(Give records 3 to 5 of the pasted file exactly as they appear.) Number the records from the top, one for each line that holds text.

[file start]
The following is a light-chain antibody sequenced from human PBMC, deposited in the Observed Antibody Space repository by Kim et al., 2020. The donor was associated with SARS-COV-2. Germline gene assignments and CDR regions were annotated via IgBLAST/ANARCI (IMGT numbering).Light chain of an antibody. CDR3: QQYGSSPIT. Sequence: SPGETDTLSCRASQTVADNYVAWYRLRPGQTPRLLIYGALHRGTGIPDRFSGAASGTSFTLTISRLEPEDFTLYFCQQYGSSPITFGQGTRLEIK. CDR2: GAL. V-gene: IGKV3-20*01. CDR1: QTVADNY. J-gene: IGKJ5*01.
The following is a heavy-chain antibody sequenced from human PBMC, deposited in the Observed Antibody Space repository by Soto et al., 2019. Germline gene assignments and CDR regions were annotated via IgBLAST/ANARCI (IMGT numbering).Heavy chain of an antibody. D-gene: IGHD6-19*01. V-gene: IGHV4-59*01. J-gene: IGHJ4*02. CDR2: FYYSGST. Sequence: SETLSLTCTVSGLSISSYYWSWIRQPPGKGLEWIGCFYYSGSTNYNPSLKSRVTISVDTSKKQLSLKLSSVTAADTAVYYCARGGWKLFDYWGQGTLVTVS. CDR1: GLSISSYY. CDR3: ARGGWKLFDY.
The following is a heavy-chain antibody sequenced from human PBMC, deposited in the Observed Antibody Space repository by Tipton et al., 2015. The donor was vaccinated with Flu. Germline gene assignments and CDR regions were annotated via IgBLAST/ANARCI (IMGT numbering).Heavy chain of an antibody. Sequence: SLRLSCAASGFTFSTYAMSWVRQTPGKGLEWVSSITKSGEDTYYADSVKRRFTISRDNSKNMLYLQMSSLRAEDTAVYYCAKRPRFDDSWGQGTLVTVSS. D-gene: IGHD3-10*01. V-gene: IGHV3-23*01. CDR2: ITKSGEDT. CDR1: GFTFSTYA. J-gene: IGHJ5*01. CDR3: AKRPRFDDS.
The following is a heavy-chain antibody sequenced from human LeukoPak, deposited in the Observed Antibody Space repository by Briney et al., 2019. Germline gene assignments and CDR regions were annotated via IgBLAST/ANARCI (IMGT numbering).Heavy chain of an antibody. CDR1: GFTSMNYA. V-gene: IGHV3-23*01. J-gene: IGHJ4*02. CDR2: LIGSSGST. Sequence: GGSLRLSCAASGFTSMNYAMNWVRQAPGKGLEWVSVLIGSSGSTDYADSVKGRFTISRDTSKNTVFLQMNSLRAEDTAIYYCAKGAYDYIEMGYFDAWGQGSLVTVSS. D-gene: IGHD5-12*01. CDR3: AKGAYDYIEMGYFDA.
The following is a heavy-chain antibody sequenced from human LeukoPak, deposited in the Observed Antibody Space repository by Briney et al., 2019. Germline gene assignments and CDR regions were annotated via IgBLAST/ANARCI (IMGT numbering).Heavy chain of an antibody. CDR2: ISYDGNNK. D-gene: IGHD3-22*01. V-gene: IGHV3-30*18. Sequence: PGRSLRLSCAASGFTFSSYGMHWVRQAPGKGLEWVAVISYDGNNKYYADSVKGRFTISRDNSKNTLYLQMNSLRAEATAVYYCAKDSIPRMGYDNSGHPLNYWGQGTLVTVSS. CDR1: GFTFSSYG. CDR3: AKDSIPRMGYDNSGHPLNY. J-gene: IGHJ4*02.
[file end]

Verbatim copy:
The following is a heavy-chain antibody sequenced from human PBMC, deposited in the Observed Antibody Space repository by Tipton et al., 2015. The donor was vaccinated with Flu. Germline gene assignments and CDR regions were annotated via IgBLAST/ANARCI (IMGT numbering).Heavy chain of an antibody. Sequence: SLRLSCAASGFTFSTYAMSWVRQTPGKGLEWVSSITKSGEDTYYADSVKRRFTISRDNSKNMLYLQMSSLRAEDTAVYYCAKRPRFDDSWGQGTLVTVSS. D-gene: IGHD3-10*01. V-gene: IGHV3-23*01. CDR2: ITKSGEDT. CDR1: GFTFSTYA. J-gene: IGHJ5*01. CDR3: AKRPRFDDS.
The following is a heavy-chain antibody sequenced from human LeukoPak, deposited in the Observed Antibody Space repository by Briney et al., 2019. Germline gene assignments and CDR regions were annotated via IgBLAST/ANARCI (IMGT numbering).Heavy chain of an antibody. CDR1: GFTSMNYA. V-gene: IGHV3-23*01. J-gene: IGHJ4*02. CDR2: LIGSSGST. Sequence: GGSLRLSCAASGFTSMNYAMNWVRQAPGKGLEWVSVLIGSSGSTDYADSVKGRFTISRDTSKNTVFLQMNSLRAEDTAIYYCAKGAYDYIEMGYFDAWGQGSLVTVSS. D-gene: IGHD5-12*01. CDR3: AKGAYDYIEMGYFDA.
The following is a heavy-chain antibody sequenced from human LeukoPak, deposited in the Observed Antibody Space repository by Briney et al., 2019. Germline gene assignments and CDR regions were annotated via IgBLAST/ANARCI (IMGT numbering).Heavy chain of an antibody. CDR2: ISYDGNNK. D-gene: IGHD3-22*01. V-gene: IGHV3-30*18. Sequence: PGRSLRLSCAASGFTFSSYGMHWVRQAPGKGLEWVAVISYDGNNKYYADSVKGRFTISRDNSKNTLYLQMNSLRAEATAVYYCAKDSIPRMGYDNSGHPLNYWGQGTLVTVSS. CDR1: GFTFSSYG. CDR3: AKDSIPRMGYDNSGHPLNY. J-gene: IGHJ4*02.